The commissioner said the New York Governor, Congressional delegation, all of the commissioners of the northeast, and all of the commissioners in the U.S., are communicating with the Prime Minister. This issue is even on the agenda of the President of the U.S.
“We’re going to push this issue very hard, because this is a very serious issue for the dairy industry. We do not need one less place to go with our milk. We need more options, not less options.”
Good news reported is that in New York City, Thursdays will be celebrated as NY Thursday, where every cafeteria in the schools will have New York food on their plates. “We’re getting more New York products in the school system.”
Ball also reported on a new voluntary program for marketing New York State agricultural products, NY Grown and Certified, which will tell consumers three things: that the product is grown in New York, on a New York farm that has a food agricultural practices program for food safety in place and an environmental plan in place. This will be on labels, on store shelves. “This shows that the food is grown at a higher standard, in New York State,” said Commissioner Ball. “We have a lot of farmers that qualify for this.”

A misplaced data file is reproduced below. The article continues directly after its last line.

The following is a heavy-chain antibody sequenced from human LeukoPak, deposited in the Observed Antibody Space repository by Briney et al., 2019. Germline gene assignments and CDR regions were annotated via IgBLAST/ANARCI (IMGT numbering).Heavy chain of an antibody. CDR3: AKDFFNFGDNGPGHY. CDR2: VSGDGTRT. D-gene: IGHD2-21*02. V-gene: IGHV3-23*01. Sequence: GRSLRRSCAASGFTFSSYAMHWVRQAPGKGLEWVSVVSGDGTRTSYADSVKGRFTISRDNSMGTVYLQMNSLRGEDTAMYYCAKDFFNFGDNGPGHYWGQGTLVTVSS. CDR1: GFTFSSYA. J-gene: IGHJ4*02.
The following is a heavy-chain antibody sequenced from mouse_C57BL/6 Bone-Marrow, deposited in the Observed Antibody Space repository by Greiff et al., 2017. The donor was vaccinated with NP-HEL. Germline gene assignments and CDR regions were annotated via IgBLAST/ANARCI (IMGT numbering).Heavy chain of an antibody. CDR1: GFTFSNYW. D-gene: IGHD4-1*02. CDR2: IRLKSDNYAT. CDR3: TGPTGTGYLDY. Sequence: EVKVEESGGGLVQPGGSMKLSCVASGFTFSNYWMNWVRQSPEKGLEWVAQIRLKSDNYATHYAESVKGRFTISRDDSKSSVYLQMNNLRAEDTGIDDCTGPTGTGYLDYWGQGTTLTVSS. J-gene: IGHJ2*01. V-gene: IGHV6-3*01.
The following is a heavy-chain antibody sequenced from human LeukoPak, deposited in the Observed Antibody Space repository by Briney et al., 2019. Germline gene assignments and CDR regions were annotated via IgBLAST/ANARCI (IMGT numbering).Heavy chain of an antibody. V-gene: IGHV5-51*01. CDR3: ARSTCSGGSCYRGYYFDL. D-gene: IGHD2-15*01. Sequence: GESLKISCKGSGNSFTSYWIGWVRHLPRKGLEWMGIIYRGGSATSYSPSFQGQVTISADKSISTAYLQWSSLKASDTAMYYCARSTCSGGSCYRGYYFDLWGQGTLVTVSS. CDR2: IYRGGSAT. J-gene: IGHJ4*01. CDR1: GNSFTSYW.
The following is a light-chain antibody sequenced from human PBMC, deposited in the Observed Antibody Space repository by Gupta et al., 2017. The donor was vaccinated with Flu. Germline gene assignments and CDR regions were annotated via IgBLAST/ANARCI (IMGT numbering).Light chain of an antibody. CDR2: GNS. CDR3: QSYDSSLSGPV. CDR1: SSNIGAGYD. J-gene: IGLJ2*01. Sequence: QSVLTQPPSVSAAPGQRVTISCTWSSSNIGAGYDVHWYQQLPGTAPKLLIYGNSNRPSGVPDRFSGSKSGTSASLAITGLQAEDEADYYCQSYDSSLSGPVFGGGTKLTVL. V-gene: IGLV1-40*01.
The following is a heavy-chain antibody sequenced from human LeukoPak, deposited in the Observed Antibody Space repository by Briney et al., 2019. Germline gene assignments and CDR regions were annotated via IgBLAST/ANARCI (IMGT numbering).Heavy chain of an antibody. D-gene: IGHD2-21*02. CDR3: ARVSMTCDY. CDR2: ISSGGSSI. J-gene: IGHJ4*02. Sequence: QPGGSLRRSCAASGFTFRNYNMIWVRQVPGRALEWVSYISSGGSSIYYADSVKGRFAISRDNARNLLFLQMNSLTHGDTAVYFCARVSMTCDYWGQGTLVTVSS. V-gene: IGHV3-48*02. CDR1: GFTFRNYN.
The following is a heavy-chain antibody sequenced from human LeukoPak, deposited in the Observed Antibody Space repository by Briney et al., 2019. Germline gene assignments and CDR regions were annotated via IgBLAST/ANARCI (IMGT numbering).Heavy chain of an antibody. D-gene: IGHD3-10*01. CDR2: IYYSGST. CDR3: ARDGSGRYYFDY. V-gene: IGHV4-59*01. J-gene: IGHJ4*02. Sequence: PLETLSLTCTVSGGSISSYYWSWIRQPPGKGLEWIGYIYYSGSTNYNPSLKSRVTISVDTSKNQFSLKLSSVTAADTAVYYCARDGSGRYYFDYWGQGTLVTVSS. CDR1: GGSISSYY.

At each meeting, NY Farm Bureau’s Legal Defense Fund’s action against unions on farms was discussed.
NYS Dist. 8 Rep, Dean Casey, commented on the action that NYFB is taking against this issue.
“Basically, New York Farm Bureau has entered into a lawsuit against the New York Civil Liberties Union. We asked to join the lawsuit. There was nobody protecting agriculture.”
Casey explained NYFB is defending the “decades-old state law” that does not permit collective bargaining for farm workers. “The Governor and the State of New York refused to step up for agriculture.”
Casey said the courts have just accepted NYFB’s request to become fully engaged in the lawsuit. “We spent $25,000 just to join the lawsuit. We are going to need monetary resources to fight this.” Anyone wishing to donate to this cause can find more information at http://nyfb.org/.
“We’re only as strong as the number of members that we have and the activity level of those members,” said District 8 Field Advisor, Todd Heyn.